15 October 2006

Open Source Eudora

Most of the time you'd be reading rants about awful and shifty vendors are - perhaps every industry is as bad, but I'm "further away" from most? - so it's a pleasure to celebrate software vendors who do the right thing...


Now here's a vendor with a popular product, but one that isn't their central interest. They could have just killed it, and told those who complain that it is their right to do so; after all, we see that all the time with music corporations, who delete titles they are "too old and unpopular to make money" while still forbidding even the original artist to distribute them for free.

But instead, they are shifting the product into Open Source, while committing to honor their obligations to those who have purchased the Paid version. Those who use Sponsored mode (myself included) can now stay in this mode with full functionality forever, even when the ads stop. Unless there's some sting in the tail so hidden I can't see it, it looks like an excellent result!

Previous "Do The Right Thing" award

I've been as impressed a few times before, and the last time was when Computer Associates ceased the popular free InoculateIT antivirus suite. Again, they announced the move and then supported the free version with updates for a longer period than commercial vendors' one-year subscription, and they offered a low conversion price to the feeware eTrust that replaced it.

The InoculateIT story was particularly impressive, as the initial announcement that stated "free updates until we have to change the scanning engine code" was made within a few months of the release of a new version of Windows. It would have been so easy to claim the need to create a new engine to overcome compatibility issues with the new Windows version, but they didn't do so; InoculateIT remained free for many months thereafter.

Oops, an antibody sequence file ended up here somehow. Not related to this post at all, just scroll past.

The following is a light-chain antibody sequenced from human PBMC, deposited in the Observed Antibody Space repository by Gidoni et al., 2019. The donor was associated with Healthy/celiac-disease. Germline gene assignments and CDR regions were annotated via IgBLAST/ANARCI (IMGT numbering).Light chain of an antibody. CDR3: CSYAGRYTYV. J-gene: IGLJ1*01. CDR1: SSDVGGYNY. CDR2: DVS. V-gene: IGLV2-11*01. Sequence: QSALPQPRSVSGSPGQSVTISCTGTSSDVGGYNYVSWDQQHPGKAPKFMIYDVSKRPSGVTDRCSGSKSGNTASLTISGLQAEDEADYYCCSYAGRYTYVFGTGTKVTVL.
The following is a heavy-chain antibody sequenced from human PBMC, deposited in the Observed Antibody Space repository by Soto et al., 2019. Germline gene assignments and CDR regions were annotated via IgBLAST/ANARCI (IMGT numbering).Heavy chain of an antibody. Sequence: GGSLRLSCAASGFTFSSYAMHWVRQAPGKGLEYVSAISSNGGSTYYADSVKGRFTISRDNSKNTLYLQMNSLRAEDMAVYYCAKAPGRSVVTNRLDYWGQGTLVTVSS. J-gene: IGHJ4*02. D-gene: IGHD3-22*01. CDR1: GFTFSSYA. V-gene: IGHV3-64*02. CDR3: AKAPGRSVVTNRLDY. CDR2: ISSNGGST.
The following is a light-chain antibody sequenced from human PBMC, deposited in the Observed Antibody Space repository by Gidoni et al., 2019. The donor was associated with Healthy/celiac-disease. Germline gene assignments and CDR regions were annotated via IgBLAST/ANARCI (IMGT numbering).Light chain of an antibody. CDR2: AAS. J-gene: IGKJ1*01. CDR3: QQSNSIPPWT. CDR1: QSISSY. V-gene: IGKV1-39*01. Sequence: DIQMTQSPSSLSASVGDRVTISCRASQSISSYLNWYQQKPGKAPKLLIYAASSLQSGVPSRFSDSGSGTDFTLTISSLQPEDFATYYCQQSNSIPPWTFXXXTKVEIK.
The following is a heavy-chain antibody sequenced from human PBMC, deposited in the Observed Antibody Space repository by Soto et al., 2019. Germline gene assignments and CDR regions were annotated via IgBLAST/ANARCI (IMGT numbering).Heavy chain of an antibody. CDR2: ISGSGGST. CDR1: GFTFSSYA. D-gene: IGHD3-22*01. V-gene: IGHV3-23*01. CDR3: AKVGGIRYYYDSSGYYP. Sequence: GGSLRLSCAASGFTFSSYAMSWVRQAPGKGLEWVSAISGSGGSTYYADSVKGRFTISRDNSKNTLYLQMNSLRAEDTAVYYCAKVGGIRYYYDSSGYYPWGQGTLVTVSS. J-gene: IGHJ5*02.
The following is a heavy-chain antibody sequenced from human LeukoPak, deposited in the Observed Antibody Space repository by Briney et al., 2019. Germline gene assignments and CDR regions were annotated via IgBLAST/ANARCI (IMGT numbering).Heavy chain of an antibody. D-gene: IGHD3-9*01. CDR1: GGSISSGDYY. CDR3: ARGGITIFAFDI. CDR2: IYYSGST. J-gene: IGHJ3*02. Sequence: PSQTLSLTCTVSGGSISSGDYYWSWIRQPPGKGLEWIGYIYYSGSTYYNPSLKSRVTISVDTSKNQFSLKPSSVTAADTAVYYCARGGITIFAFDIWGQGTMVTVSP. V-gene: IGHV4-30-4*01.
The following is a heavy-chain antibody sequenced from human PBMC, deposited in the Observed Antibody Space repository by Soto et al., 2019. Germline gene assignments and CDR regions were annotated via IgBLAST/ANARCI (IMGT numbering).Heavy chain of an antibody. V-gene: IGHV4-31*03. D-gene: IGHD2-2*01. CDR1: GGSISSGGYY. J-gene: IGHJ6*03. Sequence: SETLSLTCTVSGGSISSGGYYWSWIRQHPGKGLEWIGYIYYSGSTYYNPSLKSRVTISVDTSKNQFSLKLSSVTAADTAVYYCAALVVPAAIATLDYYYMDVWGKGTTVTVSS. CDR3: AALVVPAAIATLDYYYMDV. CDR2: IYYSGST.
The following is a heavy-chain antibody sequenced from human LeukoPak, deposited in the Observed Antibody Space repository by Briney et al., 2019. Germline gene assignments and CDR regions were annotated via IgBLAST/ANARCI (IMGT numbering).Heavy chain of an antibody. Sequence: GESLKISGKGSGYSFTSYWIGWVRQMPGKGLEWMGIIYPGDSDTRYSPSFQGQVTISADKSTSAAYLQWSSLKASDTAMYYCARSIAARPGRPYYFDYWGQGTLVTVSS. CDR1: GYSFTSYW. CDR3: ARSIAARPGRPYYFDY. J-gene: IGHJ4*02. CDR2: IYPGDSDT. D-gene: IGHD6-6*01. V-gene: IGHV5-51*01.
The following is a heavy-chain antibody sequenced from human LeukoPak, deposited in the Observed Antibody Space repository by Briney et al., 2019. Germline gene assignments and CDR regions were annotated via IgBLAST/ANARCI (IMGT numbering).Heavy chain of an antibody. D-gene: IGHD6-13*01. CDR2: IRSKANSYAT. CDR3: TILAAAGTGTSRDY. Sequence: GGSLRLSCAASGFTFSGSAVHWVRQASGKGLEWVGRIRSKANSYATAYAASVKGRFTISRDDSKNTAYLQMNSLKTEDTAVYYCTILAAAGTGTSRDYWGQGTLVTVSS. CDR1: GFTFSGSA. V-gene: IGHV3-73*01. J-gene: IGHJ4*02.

When InoculateIT ceased to be free, it also ceased to be the de facto free/non-warez antivirus product. AVG stepped into those shoes; it was always around, along with Avast, later AntiVir, and some others, but there was greater confidence in InoculateIT at that time. AVG have also done the right thing when they dropped the free AVG 6 product to consolidate on AVG 7 as the sole code base; they offered a free version of AVG 7, pushing alerts to AVG 6 installations about the cut-off date for some months before updates ceased for the old version.

When you have such good "no strings attached" free antivirus products, why would anyone want to put up with Symantec's embedded commercial malware in Norton AV? If you do a Google( "Why I don't use Norton" ), you will see I'm not the only one who avoids it.

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